According to the authoritative, Nicosia-based, Middle East Economic Survey (MEES) of June 25, 2001, the financial cost of abiding by “smart sanctions” would be very high for Jordan. Under the current arrangement (tolerated by the UN since 1991), Jordan imports from Iraq 30 million barrels of crude and other oil products valued at $750 million per annum. MEES says that securing the same amount from another source would cost “an additional $306 million”. Furthermore, $300 million of the Iraqi oil is free while the balance of $450 million is imported on a barter basis, according to which Jordan sells locally manufactured goods to that value to Iraq. MEES sets the monetary value of the savings under this arrangement at $606 million. Combining the higher cost of importing oil from an alternative supplier and of the grant-barter arrangement, the savings to Jordan in foreign exchange amounts to $1.12 billion.
MEES points out that Iraq is Jordan’s major trading partner. Some 1,500 Jordanian companies export Jordanian products to Iraq; of these 560 are totally dependent on the trade with Iraq, or 37 per cent. 75 per cent of Jordan’s transit trade through the port of Aqaba is destined for Iraq. Of the 11,000 lorries in the Jordanian fleet, 5,000 are totally dependent on trade with Iraq. Finally, Iraq owes $1.3 billion to Jordan. Since this sum is being gradually repaid under the present arrangements, disruption would prevent Jordan collecting its dues.
While Jordan is the neighbour most dependent on trade with Iraq, Turkey would also be adversely affected by the disruption of the “smuggling” of oil and petroleum products across the frontier. The economy of southeastern Turkey, which counts on this trade would suffer stunning losses. Iraq’s Kurds trapped in the US protected “safe haven” would lose their only external source of income – transit dues from “smuggling”. And Syria, which last year reopened the oil pipeline across its territory, would lose revenues from illicit exports. Syria and Egypt, which have signed free trade agreements with Iraq, would also be denied profitable markets for their products, harming the already troubled economies of these important Arab countries. Turkey, which has lost an estimated $40 billion due to sanctions, would also see its losses continue to mount. Washington has never offered indemnification from its own pocket but only suggested that compensation be extracted from Iraq’s UN-controlled revenues.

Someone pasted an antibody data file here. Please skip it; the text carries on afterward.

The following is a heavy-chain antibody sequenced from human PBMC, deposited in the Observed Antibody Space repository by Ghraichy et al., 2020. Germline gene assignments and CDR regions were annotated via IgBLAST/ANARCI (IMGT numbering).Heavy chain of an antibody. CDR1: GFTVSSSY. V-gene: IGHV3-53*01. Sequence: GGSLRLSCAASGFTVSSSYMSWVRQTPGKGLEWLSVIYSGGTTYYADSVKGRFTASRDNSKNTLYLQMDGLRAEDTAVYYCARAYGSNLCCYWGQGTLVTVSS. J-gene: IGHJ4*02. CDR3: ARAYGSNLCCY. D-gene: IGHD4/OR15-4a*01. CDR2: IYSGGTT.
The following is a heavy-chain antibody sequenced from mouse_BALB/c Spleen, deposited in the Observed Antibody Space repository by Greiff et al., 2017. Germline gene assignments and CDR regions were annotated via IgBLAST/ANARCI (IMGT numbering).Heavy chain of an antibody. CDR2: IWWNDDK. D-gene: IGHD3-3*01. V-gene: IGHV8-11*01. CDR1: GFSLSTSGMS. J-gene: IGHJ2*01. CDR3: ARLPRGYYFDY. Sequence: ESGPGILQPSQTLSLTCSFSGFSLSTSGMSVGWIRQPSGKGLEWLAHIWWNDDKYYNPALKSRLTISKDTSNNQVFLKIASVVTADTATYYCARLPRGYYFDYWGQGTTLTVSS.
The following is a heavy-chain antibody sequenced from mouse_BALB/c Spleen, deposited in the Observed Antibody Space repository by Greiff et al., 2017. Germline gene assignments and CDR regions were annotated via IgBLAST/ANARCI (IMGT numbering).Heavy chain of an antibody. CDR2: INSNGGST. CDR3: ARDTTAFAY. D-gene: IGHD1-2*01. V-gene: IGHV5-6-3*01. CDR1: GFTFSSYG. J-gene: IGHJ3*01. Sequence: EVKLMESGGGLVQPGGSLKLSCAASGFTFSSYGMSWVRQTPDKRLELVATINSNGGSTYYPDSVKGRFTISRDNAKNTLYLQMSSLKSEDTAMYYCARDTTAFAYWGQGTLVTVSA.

Moscow did Iraq’s neighbours a very great favour when it blocked the adoption by the council of Washington’s “smart sanctions” proposal. For, it was neither “smart” nor attractive to Russia and other countries which have managed to either operate according to UN-tolerated extra-sanctions arrangements, like Jordan, or evade sanctions.
Mr. Michael Jansen contributed this article to the Jordan Times.